Like I said in the first diary I have always wanted to dive for a living. I have always been silently envious of the tanned expat dive leaders who exist in flipflops spending their days on the ocean, just living out of backpacks and needing nothing more from life than a tank, a beautiful reef and a ton of like minded friends. Perfection.
The Instructor Development Course (IDC) is the gateway. Throughout the 10 day course there were classroom presentations, pool work, open water skills practice and terrible role play scenario video’s made in the 90’s with what could have been the PADI ameteur dramatics society; the understudies. There’s more information of everything involved at www.idccostarica.com.
Following the IDC there is the IE; a 2 day exam where my traveling/diving future hinged on the balance of whether I could demonstrate a:) not putting my fake students life at risk by missing a crucial detail that could somehow lead to a drowning incident, b:) that I could recognise a dodgy bow line rigged to a lift bag and c:) a good grasp of physics, standards and physiology. Luckily I passed! And I got a certificate to put on fridge at home. The feeling of passing this exam was so good. I mean; getting a good grade in my bachelors degree was a good, winning the egg and spoon race at sports day in first school was also really good but this kind of elation is only coming from something you really really want to achieve with so much depending on the outcome. So with big relieved smiles and with a new PADI status, the IE group then went to join the Rich Coast Team at Coconutz bar where Holland got kicked out the final by Spain in the World Cup. Sorry Martin and Brenda!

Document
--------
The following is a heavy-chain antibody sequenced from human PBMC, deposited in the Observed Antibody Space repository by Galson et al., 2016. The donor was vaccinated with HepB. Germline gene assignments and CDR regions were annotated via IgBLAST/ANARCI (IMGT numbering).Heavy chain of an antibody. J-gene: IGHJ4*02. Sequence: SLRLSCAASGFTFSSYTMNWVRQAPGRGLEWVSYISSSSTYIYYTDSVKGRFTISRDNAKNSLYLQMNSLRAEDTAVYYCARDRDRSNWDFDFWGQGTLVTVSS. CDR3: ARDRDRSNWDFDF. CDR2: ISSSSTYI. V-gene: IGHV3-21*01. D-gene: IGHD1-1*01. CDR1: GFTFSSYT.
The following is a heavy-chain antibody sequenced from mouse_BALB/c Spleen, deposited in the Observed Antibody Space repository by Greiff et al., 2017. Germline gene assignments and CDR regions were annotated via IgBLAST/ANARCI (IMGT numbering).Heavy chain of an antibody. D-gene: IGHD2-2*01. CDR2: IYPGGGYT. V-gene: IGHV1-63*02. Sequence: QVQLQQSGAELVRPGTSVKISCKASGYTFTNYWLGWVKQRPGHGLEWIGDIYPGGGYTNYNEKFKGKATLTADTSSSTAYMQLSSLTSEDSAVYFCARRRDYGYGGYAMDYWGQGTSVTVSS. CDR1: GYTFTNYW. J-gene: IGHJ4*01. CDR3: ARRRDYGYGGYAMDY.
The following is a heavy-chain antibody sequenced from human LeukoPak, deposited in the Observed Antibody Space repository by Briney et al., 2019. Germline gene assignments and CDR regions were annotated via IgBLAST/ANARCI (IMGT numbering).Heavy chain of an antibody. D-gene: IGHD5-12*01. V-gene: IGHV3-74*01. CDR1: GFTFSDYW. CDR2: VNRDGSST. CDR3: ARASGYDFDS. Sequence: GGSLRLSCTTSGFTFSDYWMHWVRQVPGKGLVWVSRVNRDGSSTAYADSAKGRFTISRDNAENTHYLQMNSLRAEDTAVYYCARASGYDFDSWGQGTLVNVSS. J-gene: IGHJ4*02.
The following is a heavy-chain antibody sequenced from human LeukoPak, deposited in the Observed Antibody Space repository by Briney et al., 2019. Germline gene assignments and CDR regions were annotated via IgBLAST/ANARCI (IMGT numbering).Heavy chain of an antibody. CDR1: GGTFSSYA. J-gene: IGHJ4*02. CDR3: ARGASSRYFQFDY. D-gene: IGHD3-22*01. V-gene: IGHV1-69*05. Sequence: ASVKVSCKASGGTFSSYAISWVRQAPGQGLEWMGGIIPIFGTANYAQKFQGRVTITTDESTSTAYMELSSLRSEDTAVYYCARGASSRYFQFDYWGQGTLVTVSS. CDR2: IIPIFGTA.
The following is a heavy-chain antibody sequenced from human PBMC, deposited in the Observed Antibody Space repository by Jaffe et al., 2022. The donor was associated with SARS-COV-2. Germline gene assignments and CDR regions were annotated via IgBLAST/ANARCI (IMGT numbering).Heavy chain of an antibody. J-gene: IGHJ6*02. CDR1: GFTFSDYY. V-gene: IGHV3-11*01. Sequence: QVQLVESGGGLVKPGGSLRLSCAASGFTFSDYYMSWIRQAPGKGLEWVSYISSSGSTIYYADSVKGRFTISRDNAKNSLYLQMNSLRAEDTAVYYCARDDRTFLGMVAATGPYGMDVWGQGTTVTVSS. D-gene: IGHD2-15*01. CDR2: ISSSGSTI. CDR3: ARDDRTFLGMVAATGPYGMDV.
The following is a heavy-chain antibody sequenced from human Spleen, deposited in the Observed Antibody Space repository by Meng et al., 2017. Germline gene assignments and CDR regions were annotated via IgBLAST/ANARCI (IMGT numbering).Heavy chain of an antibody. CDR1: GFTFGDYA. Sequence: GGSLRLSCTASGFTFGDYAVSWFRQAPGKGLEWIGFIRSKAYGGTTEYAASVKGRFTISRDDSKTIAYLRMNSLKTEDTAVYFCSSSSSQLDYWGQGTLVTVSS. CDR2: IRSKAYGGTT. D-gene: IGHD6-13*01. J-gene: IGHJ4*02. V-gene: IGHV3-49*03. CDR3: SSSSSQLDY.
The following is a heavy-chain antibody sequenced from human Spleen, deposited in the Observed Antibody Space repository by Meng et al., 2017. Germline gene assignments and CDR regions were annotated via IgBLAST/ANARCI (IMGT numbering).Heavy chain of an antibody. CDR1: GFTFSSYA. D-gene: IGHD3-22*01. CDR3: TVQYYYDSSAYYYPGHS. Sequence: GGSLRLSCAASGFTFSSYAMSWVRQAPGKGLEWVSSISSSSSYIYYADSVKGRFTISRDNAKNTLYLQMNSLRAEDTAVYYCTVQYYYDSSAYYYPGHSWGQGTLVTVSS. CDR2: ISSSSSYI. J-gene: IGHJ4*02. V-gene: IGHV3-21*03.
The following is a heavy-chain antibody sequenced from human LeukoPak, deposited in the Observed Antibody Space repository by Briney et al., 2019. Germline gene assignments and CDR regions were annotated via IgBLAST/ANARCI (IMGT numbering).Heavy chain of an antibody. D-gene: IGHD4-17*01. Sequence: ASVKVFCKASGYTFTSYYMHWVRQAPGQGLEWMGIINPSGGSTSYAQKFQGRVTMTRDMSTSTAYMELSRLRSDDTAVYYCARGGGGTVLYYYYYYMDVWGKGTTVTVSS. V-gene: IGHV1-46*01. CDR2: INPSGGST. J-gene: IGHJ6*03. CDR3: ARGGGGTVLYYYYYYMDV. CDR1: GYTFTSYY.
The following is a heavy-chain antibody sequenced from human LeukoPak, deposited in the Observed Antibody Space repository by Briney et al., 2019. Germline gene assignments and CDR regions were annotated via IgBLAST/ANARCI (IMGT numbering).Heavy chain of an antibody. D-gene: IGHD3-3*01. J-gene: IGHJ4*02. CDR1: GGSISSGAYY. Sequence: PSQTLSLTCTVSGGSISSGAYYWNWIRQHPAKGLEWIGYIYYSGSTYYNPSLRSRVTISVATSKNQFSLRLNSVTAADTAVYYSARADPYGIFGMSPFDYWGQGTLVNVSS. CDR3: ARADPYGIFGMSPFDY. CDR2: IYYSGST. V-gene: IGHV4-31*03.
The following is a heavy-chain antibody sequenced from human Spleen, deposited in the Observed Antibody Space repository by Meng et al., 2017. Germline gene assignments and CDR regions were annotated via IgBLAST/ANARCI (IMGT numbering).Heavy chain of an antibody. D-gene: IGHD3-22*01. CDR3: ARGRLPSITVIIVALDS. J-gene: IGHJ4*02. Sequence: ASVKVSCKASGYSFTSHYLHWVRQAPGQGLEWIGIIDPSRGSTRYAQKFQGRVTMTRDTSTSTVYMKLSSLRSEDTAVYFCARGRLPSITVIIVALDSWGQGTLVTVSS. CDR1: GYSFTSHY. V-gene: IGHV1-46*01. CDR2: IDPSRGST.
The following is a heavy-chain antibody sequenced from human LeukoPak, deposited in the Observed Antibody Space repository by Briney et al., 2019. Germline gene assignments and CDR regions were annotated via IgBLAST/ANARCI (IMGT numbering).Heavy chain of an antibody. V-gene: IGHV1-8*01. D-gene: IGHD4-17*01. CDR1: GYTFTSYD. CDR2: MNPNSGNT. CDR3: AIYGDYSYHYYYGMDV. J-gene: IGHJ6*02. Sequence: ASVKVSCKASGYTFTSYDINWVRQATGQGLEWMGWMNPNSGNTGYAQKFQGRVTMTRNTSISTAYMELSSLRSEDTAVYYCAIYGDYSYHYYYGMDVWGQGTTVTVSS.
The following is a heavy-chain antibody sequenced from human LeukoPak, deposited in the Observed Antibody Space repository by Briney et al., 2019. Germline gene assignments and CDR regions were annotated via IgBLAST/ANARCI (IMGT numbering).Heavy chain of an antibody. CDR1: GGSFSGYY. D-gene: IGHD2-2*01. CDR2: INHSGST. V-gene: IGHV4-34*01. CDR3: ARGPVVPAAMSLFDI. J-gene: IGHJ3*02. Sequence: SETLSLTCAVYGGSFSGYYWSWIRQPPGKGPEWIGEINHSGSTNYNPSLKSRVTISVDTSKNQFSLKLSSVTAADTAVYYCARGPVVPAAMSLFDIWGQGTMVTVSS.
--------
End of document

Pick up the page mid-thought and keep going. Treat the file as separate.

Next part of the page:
In the months that followed I built up some experience teaching courses and really enjoying my new life. I had no desire to leave Costa Rica. It was always going to be seen through tainted glasses: 6 months away from home is not too long, I was still quenching the thirst of new adventure and I was living my dream of being paid to dive amongst sharks, dolphins and whales.
But all was to change again. After 7 months low season began, times were changing and friends were dispersing one by one and so sadly new adventures were forced upon me. I was tempted to stay in this part of the world, not only for the refried beans, avocado and $6 box wine that I had grown very fond of but because I still have so much to explore in Central America. And my Spanish vocabulary was nowhere near where I wanted it to be. I can still string a decent sentence together though! However plans changed, as things tend to, and I decided to head East to Asia.
In Asia scuba diving work is plentiful, the reefs are pristine and living is cheap. Friends confirmed the cost of the plane ticket could be made back in a matter of weeks and then earnings could be anything between $1k -$2k a month. I was to travel to Bangkok via LA and would spend a week with friends in San Diego on the way round.
A very merry leaving party was had on the beach where I had arrived slightly disheartened only 6 months earlier. When I stepped on that very same bus to head back to San Jose airport I couldn’t believe all that I had achieved and experienced. This is why I left the UK. Now I could appreciate that moving back home and regressing at work was really a giant step forward in disguise. What a fantastic journey so far.